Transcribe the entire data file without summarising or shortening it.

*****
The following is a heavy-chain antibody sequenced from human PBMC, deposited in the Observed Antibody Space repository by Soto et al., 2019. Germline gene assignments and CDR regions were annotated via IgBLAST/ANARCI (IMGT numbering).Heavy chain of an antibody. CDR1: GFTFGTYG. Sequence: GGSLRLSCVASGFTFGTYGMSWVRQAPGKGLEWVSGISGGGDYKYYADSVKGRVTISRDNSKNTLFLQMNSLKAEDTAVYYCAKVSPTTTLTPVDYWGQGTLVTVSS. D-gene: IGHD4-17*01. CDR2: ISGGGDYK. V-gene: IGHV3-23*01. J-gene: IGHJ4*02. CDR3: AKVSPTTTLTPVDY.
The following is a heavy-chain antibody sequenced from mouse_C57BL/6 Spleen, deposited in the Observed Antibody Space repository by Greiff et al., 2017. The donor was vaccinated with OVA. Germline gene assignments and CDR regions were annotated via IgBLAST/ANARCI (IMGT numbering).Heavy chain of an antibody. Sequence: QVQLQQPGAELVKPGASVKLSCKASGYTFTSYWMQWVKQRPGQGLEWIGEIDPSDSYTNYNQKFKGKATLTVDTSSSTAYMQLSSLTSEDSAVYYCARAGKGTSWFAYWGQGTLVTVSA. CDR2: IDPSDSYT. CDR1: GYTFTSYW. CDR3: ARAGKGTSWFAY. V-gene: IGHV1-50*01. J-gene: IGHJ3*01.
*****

The following is a heavy-chain antibody sequenced from human PBMC, deposited in the Observed Antibody Space repository by Soto et al., 2019. Germline gene assignments and CDR regions were annotated via IgBLAST/ANARCI (IMGT numbering).Heavy chain of an antibody. CDR1: GFTFGTYG. Sequence: GGSLRLSCVASGFTFGTYGMSWVRQAPGKGLEWVSGISGGGDYKYYADSVKGRVTISRDNSKNTLFLQMNSLKAEDTAVYYCAKVSPTTTLTPVDYWGQGTLVTVSS. D-gene: IGHD4-17*01. CDR2: ISGGGDYK. V-gene: IGHV3-23*01. J-gene: IGHJ4*02. CDR3: AKVSPTTTLTPVDY.
The following is a heavy-chain antibody sequenced from mouse_C57BL/6 Spleen, deposited in the Observed Antibody Space repository by Greiff et al., 2017. The donor was vaccinated with OVA. Germline gene assignments and CDR regions were annotated via IgBLAST/ANARCI (IMGT numbering).Heavy chain of an antibody. Sequence: QVQLQQPGAELVKPGASVKLSCKASGYTFTSYWMQWVKQRPGQGLEWIGEIDPSDSYTNYNQKFKGKATLTVDTSSSTAYMQLSSLTSEDSAVYYCARAGKGTSWFAYWGQGTLVTVSA. CDR2: IDPSDSYT. CDR1: GYTFTSYW. CDR3: ARAGKGTSWFAY. V-gene: IGHV1-50*01. J-gene: IGHJ3*01.